I ♥ Stamps
Discover what happens when stamps do romance, with the help of Philatelic Assistant Georgina Tomlinson...
With February being the month of love, here are some of the most romantic stamps Royal Mail has produced over the years.
The 14th of February, Valentine’s Day, commemorates the martyrdom of St Valentine of Rome who was beheaded for secretly marrying Christian couples. Since then he has become the patron saint of lovers and happy marriages. However it may have been down to Geoffrey Chaucer (c.1343-1400) that the day became associated with the celebration of love in his poem ‘The Parliament of Fowls’ (1381-1382).
There are many traditions and tokens that we associate with Valentines Day, including; red roses, confectionery and Valentines cards. The language of flowers was introduced to England in the 18th century, where each flower has it’s own meaning so a bouquet could convey a message. The red rose is most commonly used as it represents romantic love.
Stamps have also featured many romantic novels and their authors, such as the 12p stamp below with a portrait of Charlotte Brontë (1816-1855), the eldest of the famous Brontë sisters. Her novel Jane Eyre was celebrated in 2005 with a stamp issue illustrated by Paula Rego. The tale documents the love story of Mr. Rochester of Thornfield Hall and the governess he hires for his ward.
Jane Austen (1775-1817), one of my favorite authors, has been celebrated twice with a stamp issue in both 1975 and 2013. Her romantic novels of high society are full of humor and strong leading ladies, with many being produced into feature-length films. I myself prefer her novel ‘Persuasion’ (1818), which is set in part by the seaside at Lyme, as you can see in the stamp below.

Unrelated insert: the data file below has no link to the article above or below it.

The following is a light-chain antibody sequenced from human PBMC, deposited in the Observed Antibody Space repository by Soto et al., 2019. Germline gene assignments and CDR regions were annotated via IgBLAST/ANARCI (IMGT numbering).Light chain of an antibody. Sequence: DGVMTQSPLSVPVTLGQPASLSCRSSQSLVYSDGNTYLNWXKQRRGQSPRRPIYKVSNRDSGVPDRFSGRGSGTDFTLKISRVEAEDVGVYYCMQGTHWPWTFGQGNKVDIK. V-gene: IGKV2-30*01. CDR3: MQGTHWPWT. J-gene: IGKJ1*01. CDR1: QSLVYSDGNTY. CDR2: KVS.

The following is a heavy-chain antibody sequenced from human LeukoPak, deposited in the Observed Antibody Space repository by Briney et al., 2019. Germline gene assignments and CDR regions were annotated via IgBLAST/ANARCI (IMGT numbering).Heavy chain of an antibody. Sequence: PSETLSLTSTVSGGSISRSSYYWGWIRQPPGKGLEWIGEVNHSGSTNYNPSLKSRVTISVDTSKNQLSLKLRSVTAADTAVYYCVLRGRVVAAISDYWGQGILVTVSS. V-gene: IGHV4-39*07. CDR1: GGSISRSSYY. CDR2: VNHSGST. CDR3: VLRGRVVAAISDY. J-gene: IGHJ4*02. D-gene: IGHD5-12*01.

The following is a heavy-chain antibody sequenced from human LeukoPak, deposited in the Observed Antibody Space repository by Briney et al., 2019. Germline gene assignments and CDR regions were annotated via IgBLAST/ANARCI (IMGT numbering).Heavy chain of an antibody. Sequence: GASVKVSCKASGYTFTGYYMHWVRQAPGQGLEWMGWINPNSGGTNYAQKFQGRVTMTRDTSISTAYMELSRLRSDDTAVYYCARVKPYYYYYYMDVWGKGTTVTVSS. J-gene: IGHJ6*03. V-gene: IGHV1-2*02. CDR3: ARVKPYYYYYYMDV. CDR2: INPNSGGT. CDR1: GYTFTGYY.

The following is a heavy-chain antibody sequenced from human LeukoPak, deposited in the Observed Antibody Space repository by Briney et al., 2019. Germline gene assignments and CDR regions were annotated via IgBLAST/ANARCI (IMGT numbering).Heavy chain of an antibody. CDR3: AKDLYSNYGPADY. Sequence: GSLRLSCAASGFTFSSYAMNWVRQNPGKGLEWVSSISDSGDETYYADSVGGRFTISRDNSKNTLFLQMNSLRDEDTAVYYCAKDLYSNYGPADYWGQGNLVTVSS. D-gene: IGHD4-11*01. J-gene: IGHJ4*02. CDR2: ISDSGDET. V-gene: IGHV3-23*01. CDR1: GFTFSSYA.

Love stories have been portrayed in numerous plays and poetry, like William Shakespeare’s ‘Romeo and Juliet’, which tells the tragic love story of its leading characters, here portrayed by Sir Ian McKellen for the Royal Shakespeare Company. Scottish poet Robert Burns in his poem ‘My love is like a red red rose’ refers again to the language or flowers and the timelessness of love.
Art has a great capacity to document love, as seen here in Auguste Rodin’s marble sculpture ‘The Kiss’ (1882). The sculpture depicts the romance between an Italian noblewoman and her husband’s brother. The woman is originally from Dante’s ‘Divine Comedy’ where, after reading the Arthurian legend of Queen Guinevere and Sir Lancelot, the couple kiss. It is this moment which is captured – before the couple are discovered and murdered by her husband.
Royal weddings have featured in many stamp issues throughout the years. The Queen herself has celebrated many milestones, as we can see in the miniature sheet below from 2007 for her Diamond wedding anniversary. The newest Royals to have their wedding celebrated in a stamp issue were Prince William and Kate Middleton in 2011.
Looking through these examples its seems that romance is prominent in many of our stamp issues, not just in the month of St Valentine. Stamps have celebrated love stories in novels and the marriages of Royals; they are the commemoration of the coming together of those in love.
– Georgina Tomlinson, Philatelic Assistant